Agenda Item 9: Spin-off Benefits of Space Technology
As prepared for delivery by Alternate Representative Kevin Conole
64th Session of the UN Committee on the Peaceful Uses of Outer Space
Thank you, Mr. Chairman.
The United States continues to “bring NASA technology down to Earth.” Developed during NASA mission work, these innovations are made available to entrepreneurs, companies, academia, and other government agencies through the NASA Technology Transfer program. Each year, NASA technologies find new life through secondary uses that generate economic growth, create new jobs, and even save lives.
When NASA technology gets turned into commercial products or services, we call them “spinoffs.”
For more than 40 years, NASA has tracked examples of successful commercialization in its annual Spinoff publication. We have documented more than two thousand space technologies that are improving life on Earth. The United States is pleased to highlight a few spinoff technologies with the Committee, which range from a ventilator made specifically for COVID-19 patients to satellite data and tools helping the places hit hardest by climate change.
Soon after the first COVID-19 cases were detected in the United States, NASA and the Jet Propulsion Laboratory ramped up efforts to help those fighting the virus in hospitals. Developed in just 37 days, the VITAL ventilator was made using fewer parts than traditional ventilators. This ensured it could be built quickly, even in the face of disruptions to supply chains. The demand for VITAL was immediate. More than 100 manufacturers from around the world applied for the free license to build VITAL, with 31 licenses awarded, making it the most licensed NASA technology in history.
And despite the pandemic, we have not stop exploring the solar system and beyond. Earlier this year, the Perseverance rover made a successful landing on Mars with technology that is already paying off here on Earth. One such spinoff is an ultraviolet laser that looks for invisible organic materials in its search for signs of past life on Mars. On Earth, the technology has been adapted into the first small, affordable deep-UV lasers. Today, the lasers are used in handheld devices to monitor personal exposure to contaminants. Similar devices are also used in the pharmaceutical industry to ensure quality control by measuring ingredients with extreme accuracy. The technology is even being used in wastewater treatment plants to help tailor treatments specifically to local wastewater composition, offering considerable cost savings.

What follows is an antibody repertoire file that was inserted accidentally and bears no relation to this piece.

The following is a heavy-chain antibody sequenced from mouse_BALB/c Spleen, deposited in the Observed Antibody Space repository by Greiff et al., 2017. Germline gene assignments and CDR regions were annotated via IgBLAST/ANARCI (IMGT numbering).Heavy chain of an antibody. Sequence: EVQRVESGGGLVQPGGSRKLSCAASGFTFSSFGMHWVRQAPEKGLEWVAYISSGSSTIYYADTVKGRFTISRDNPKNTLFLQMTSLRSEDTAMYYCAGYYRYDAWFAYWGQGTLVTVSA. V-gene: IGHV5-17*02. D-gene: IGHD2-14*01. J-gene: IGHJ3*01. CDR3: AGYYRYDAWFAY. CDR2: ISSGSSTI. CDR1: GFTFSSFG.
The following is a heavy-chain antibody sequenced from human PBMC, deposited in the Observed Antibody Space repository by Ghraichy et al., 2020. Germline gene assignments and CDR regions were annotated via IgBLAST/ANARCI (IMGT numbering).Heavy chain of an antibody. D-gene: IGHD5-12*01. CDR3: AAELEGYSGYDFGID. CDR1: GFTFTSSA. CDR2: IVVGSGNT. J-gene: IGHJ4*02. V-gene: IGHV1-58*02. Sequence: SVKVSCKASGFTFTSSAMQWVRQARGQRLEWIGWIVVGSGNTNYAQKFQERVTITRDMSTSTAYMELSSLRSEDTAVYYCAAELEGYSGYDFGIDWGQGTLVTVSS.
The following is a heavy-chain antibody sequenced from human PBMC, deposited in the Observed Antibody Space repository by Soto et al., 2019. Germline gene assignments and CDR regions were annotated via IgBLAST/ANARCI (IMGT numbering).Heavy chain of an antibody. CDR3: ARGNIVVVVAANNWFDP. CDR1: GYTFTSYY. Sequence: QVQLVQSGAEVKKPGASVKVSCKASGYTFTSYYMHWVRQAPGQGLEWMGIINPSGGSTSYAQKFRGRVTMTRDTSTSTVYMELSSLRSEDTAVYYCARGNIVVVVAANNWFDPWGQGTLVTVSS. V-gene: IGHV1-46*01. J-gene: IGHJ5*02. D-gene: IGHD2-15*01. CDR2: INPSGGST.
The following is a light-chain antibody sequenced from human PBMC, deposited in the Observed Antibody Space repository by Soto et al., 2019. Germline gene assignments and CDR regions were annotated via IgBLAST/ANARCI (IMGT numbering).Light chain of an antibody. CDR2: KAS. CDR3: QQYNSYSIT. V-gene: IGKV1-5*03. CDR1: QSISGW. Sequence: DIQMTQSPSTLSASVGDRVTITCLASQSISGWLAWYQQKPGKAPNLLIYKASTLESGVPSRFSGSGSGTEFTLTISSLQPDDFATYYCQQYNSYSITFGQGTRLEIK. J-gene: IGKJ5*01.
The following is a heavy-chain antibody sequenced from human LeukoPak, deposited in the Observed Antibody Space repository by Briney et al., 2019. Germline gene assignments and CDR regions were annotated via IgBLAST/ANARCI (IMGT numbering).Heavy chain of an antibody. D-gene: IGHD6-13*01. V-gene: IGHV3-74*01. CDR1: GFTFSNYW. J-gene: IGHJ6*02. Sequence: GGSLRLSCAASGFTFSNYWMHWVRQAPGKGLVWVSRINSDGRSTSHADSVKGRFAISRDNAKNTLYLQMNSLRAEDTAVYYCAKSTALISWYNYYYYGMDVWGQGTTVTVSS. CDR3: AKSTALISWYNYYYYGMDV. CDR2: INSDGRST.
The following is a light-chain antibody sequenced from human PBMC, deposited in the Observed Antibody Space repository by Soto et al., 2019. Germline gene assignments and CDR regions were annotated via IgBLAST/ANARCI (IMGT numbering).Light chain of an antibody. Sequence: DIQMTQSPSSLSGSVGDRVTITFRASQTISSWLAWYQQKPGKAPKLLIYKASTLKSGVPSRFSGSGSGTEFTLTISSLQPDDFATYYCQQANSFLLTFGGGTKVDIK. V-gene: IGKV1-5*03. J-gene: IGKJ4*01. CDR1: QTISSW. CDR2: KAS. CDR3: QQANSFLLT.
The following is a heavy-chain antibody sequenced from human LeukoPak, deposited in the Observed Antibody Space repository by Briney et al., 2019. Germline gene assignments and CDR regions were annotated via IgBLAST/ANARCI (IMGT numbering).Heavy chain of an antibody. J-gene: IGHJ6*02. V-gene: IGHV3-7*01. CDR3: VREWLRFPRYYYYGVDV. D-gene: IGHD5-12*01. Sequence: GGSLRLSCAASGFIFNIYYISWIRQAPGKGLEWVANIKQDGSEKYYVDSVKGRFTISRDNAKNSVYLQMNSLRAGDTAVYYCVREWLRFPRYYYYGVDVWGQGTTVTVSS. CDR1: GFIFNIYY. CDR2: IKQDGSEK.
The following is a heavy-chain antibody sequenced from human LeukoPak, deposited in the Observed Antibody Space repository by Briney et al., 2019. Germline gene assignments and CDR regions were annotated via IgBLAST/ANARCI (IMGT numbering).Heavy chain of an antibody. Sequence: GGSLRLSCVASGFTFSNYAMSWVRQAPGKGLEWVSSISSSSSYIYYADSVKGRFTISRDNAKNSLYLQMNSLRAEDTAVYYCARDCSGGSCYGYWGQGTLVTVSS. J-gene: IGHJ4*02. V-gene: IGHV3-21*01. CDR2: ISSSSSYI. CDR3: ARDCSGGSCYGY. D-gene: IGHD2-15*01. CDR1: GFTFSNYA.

Our investment in space exploration also helps our planet stay green. The commercial sector, academia, and other organizations are actively using NASA’s Earth-observation images, data, and analysis for sustainable projects. Many of these efforts track illegal mining, deforestation, and groundwater resources, informing the decisions of small farmers and governments in regions that are feeling the worst effects of climate change.
These are just a few examples of the ways we ensure innovations developed for space exploration are benefitting the nation by creating jobs, protecting the planet, and improving lives globally.
Additional information about these and other spinoffs can be found in the NASA publication, Spinoff 2021, which can be found online (at https://spinoff.nasa.gov/).
Thank you, Mr. Chairman.